Feeling defeated and entrapped is linked to anxiety and depression. This is the conclusion of research being presented at the Annual Conference of the British Psychological Society's Division of Clinical Psychology in York by Alys Griffiths and colleagues from Manchester and Leicester Universities.
Alys set up a study where people from economically deprived areas, over half of whom were experiencing levels of defeat and entrapment that were clinically relevant, completed measures of defeat, entrapment, depression and anxiety on two occasions 12 months apart.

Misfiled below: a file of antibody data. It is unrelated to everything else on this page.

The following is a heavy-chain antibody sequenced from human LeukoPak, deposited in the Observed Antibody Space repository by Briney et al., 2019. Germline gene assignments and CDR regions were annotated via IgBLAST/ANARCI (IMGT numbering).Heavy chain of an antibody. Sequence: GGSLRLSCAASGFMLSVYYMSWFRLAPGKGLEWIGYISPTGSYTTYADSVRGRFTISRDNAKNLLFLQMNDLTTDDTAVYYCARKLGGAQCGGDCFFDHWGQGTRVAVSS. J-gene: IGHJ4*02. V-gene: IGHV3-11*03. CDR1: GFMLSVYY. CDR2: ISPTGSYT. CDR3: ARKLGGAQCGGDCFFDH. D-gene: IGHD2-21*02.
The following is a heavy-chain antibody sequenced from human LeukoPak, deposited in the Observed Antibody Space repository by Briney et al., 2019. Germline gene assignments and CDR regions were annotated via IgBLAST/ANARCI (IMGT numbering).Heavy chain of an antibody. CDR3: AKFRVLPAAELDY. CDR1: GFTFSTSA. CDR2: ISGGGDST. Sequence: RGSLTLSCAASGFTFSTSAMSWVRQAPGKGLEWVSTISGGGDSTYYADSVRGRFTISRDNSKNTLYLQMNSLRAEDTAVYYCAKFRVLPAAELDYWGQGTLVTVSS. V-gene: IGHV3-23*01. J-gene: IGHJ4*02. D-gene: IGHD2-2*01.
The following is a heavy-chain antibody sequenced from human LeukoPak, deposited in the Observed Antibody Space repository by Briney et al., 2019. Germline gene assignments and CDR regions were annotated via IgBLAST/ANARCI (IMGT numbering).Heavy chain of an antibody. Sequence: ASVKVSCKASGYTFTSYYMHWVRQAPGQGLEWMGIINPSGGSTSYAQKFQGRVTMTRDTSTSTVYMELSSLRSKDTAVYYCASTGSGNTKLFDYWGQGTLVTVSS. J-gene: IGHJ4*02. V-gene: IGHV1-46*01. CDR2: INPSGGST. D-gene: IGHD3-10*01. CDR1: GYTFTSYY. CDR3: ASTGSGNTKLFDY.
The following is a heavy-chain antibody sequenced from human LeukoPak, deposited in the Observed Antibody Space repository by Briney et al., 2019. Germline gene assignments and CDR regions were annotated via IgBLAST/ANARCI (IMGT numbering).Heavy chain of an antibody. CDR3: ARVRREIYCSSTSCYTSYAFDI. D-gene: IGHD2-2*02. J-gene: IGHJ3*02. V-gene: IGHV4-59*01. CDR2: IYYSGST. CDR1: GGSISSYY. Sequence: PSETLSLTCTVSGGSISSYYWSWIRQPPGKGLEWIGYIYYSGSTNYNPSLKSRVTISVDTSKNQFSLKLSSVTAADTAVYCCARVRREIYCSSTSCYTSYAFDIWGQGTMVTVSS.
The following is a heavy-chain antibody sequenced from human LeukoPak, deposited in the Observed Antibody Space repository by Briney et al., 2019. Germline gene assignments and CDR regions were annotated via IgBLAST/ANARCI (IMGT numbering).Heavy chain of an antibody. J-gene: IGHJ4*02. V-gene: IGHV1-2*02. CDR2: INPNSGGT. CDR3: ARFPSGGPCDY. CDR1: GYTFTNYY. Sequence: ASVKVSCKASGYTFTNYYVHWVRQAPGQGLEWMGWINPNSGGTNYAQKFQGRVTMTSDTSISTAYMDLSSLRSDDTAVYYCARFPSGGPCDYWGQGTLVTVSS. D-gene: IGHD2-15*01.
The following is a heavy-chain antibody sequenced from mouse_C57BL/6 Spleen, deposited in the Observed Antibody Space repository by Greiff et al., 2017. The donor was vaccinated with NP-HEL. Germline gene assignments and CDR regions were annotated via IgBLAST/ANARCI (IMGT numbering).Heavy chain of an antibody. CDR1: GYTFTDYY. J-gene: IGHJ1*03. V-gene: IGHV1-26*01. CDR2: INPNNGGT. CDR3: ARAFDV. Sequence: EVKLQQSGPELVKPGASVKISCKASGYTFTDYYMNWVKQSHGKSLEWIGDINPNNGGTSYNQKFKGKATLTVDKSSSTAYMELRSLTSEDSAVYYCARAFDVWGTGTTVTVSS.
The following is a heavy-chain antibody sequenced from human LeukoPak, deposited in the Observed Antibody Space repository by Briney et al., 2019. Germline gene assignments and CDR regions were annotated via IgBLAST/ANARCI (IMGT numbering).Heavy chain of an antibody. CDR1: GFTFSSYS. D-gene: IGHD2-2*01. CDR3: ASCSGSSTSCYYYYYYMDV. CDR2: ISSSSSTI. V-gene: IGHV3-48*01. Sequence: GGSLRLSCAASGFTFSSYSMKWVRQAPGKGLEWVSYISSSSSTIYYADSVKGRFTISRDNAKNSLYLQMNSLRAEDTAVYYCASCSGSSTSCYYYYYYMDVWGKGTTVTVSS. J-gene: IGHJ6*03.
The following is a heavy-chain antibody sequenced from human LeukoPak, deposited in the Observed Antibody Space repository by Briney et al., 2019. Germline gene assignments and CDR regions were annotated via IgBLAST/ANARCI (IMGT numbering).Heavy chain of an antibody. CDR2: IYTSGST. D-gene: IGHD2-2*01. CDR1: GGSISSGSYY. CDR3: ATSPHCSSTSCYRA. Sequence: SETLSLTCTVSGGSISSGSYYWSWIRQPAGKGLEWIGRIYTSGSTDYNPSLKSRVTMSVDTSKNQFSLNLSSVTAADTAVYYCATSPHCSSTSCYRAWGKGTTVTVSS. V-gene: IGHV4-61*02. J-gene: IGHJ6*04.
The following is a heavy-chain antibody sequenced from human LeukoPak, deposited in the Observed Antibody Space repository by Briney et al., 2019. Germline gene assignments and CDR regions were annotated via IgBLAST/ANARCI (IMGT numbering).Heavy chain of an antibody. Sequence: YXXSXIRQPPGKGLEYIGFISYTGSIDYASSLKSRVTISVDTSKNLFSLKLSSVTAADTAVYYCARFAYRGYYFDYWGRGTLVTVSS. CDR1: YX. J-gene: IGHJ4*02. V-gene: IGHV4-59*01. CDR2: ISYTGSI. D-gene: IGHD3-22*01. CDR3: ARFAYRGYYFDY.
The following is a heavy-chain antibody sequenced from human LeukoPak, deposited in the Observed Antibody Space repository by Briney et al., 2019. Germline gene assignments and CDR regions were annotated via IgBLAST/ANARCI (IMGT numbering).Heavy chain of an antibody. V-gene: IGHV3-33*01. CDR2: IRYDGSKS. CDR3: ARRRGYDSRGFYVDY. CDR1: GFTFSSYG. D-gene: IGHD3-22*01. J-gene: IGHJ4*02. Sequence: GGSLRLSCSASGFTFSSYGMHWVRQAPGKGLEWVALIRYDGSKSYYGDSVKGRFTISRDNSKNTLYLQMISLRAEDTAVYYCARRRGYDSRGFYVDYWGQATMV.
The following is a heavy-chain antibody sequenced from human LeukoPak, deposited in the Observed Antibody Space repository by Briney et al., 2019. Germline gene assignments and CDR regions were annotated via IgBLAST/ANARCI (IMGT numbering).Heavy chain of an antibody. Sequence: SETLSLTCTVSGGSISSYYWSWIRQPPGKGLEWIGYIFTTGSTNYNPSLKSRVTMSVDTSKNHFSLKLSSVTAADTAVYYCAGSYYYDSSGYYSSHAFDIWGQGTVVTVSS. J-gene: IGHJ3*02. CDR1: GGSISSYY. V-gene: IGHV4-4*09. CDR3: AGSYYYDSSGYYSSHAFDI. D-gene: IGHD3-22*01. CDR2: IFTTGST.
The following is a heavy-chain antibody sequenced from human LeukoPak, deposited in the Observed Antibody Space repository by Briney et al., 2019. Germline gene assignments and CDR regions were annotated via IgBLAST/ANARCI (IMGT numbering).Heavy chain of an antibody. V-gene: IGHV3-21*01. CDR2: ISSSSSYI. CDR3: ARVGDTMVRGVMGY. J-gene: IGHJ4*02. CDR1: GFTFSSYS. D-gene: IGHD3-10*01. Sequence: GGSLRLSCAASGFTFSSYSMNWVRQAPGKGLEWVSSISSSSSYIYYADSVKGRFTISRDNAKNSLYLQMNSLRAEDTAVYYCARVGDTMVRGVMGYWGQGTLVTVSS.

Her analysis of the results showed that people's levels of feelings of entrapment and defeat at the start of the study predicted changes in anxiety and depression a year later. Targeting these feelings and the causes for them could be crucial in improving mental health in people from poorer areas.
Alys says: "People in socioeconomic deprivation are more likely to feel trapped in a no-win situation and develop mental health problems. This study is the first to demonstrate that defeat and entrapment are risk factors for common mental health problems within the general population. Our results suggest that screening for defeat and entrapment may help with early identification of people who may be at risk of developing mental health problems.
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